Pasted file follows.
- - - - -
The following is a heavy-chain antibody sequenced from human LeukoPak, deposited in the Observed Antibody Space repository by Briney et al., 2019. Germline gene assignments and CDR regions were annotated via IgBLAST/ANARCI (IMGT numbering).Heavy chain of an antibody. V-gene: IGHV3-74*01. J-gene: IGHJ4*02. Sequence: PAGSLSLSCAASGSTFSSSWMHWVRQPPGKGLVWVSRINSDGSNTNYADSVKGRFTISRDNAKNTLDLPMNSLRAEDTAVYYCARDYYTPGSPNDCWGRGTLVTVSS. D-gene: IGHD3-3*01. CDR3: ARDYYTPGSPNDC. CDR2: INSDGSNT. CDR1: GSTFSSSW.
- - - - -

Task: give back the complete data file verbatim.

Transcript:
The following is a heavy-chain antibody sequenced from human LeukoPak, deposited in the Observed Antibody Space repository by Briney et al., 2019. Germline gene assignments and CDR regions were annotated via IgBLAST/ANARCI (IMGT numbering).Heavy chain of an antibody. V-gene: IGHV3-74*01. J-gene: IGHJ4*02. Sequence: PAGSLSLSCAASGSTFSSSWMHWVRQPPGKGLVWVSRINSDGSNTNYADSVKGRFTISRDNAKNTLDLPMNSLRAEDTAVYYCARDYYTPGSPNDCWGRGTLVTVSS. D-gene: IGHD3-3*01. CDR3: ARDYYTPGSPNDC. CDR2: INSDGSNT. CDR1: GSTFSSSW.